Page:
Question regarding saws

Reply

  #1  
Old 01-11-07, 03:21 PM
Member
Thread Starter
Join Date: Apr 2001
Posts: 57
Received 0 Votes on 0 Posts
Question regarding saws

I'm getting ramped up for this spring to remove and rebuild a new deck onto my house and my wife wants to get me a new saw as a gift for use on the deck , but i'm not sure what saw i should get that i would get the most use out of during the building of the deck and for future projects that might come up in the future.

Would you suggest a table saw , or a mitre/chop saw??

I can see the use for both on the deck in varying degrees , but was wondering what you "pros" would suggest.

Thanks Gord
 
Sponsored Links
  #2  
Old 01-11-07, 04:57 PM
Forum Topic Moderator
Join Date: Mar 2005
Location: USA - N.E.Tn
Posts: 46,424
Received 156 Votes on 138 Posts
I"d start with a good circular saw if you don't already have one.

You would get more use out of a mitre saw building the deck although a table saw would be handy if you plan to rip your own balasters out of 2x4s. If both are not a possibility, figure out what your future projects and needs will be.
 
  #3  
Old 01-11-07, 06:36 PM
Member
Thread Starter
Join Date: Apr 2001
Posts: 57
Received 0 Votes on 0 Posts
already have a circ saw , and a ricipricating (sp) saw ,, i was leaning towards the mitre saw , but there are a few projects in the future that i could use the table saw for as well , but they won't be until late in the year or off into early spring of 08 ,,
 
  #4  
Old 01-11-07, 07:48 PM
Group Moderator
Join Date: Oct 2004
Location: WI/MN
Posts: 19,393
Received 59 Votes on 55 Posts
Generically speaking, the table saw is probably the best choice for your next saw. However, it's best to look down the road and see what projects are on the horizon and buy whatever's going to work best for them.
 
  #5  
Old 01-20-07, 02:01 AM
Member
Join Date: Aug 2004
Location: Vancouver, Canada
Posts: 1,210
Received 0 Votes on 0 Posts
A tablesaw is more versatile than a mitre saw.

For deck building, even a well coordinated crew w/ mitresaw can't beat a few guys working efficiently with skillsaws. Rarely is a mitresaw worthwhile for the lone worker.

When you grow so familiar with your skillsaw you're looking for excuses to plunge-cut a mortise, the clunky mitresaw will seem a waste of garage space.

Another saw to consider, especially for rough construction joinery, is a *set* of *quality* handsaws, toothed for softwood. A straight blade can do things no circular blade can, and it's most expedient with small stuff anyway. A *set* because you'll want both crosscut and rip tooth configurations. Ripping with a combo is torture when you know better. I think a lot of people have bad experiences using inappropriate or dull old saws and conclude power is the only way to go. I like the Japanese (pull-cut) type, personally.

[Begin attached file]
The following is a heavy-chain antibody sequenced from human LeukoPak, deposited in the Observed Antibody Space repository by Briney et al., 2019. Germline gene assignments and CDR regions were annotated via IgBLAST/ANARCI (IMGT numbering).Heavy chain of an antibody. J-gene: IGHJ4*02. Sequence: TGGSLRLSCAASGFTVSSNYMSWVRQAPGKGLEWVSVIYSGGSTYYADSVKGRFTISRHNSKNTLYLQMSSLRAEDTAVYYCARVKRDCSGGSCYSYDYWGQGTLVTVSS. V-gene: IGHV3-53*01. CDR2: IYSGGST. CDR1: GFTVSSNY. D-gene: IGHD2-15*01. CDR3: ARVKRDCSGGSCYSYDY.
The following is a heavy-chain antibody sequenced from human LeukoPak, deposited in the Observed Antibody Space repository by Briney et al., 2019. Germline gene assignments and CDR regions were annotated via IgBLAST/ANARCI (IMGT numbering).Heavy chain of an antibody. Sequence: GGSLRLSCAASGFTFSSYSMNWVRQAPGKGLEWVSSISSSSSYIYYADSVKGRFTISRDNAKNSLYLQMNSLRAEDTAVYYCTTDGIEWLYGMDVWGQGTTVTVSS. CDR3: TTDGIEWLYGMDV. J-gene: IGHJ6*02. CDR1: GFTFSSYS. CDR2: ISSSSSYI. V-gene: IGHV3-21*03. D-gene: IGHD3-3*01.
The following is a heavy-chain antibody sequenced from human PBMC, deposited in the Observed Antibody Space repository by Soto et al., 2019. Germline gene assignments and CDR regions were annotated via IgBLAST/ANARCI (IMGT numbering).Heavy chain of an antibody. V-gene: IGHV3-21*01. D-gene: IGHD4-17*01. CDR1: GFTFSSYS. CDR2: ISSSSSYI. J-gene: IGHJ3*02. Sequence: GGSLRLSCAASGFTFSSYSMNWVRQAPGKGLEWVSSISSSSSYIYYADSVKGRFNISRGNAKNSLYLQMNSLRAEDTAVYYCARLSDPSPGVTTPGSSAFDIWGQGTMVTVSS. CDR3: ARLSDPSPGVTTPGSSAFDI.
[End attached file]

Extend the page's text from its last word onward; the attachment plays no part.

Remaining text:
#6  
Old 01-20-07, 06:05 AM
Forum Topic Moderator
Join Date: Mar 2005
Location: USA - N.E.Tn
Posts: 46,424
Received 156 Votes on 138 Posts
I agree that you need a few good hand saws but given a choice I prefer to never use mine
 
  #7  
Old 01-20-07, 08:24 AM
Join Date: Dec 2005
Location: USA
Posts: 3,188
Received 0 Votes on 0 Posts
For building a deck neither saw is a must. IMO a good circular saw is all you need. A crosscut saw is nice for finishing cutouts in stair stringers although a reciprocating saw will do. I have a hand rip saw that I inherited. It hasn't been used in years. I just can't see ripping manually when there are so many neat power tools available.

However, if there are more projects in your future you can use the deck as an excuse to justify buying a miter saw. I don't see much use for a table saw when building a deck. If you are looking at getting a shop started though a table saw should be your first stationary tool purchase.
 
  #8  
Old 01-20-07, 09:32 AM
Join Date: Dec 1999
Location: South Dakota
Posts: 3,140
Received 0 Votes on 0 Posts
If you are serious in investing in a good saw that will last for years with no problems, get a mitre saw. The Miketa 10" or 12" double mitre sliding saw is the Cats Meow. The saw runs around $600, but worth every cent. On our construction jobs it is the first saw to be set up, and the last to be put away.
I have two of them. Many times I will go to a job and have all the lumber cut